The experts delivered their assessments of Indiana's 2019 crops at the Indiana State Fair.
(Indianapolis, Ind.) - Agriculture experts with the United States Department of Agriculture and Purdue University are not sure what to make of this year’s cash crops in Indiana.
“This was not a normal year,” said Greg Matli, Indiana state statistician for the USDA's National Agricultural Statistics Service. “Nothing like 2019 has happened in our history before.”
Matli and other experts spoke at a panel event at the Indiana State Fair on Monday. Purdue Agronomy Professor Bob Nielsen agreed that Indiana’s corn crop is in uncharted territories.
“This season there are still some questions and concerns about this crop that was planted so far into June. The risk of corn not maturing safely before that fall freeze involves the date of the expected freeze but also depends on how warm or cool September is going to be,” said Neilsen.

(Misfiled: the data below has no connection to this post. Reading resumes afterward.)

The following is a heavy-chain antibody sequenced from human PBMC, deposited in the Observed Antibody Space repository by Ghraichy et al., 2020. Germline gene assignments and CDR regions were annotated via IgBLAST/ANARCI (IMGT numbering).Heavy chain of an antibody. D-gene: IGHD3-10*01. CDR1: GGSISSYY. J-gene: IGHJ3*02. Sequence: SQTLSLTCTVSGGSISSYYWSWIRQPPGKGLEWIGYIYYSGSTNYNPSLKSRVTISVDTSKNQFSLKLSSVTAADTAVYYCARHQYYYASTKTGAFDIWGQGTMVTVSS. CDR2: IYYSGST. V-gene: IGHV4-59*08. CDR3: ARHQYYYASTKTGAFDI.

Indiana state climatologist Beth Hall said the uncharacteristically wet planting season and the hot and dry growing season make it difficult to predict yields for corn and soybeans.
“This is such a strange year, there haven’t been enough comparative years for these climate outlook models. We’re really looking one to two weeks out, maybe three weeks,” Hall explained.
Purdue ag economist Chris Hurt said those difficulties, along with the U.S. trade war with China, could mean lower revenues for farmers this year. Hurt predicted revenue for corn and soybean will be down $1.3 billion from last year’s $6.8 billion.
“If it sounds like a lot, that's because it is a lot,” Hurt said.
There was some positive news delivered. Nielsen said 100 day corn planted before June 20 in all parts of Indiana should mature before the freeze.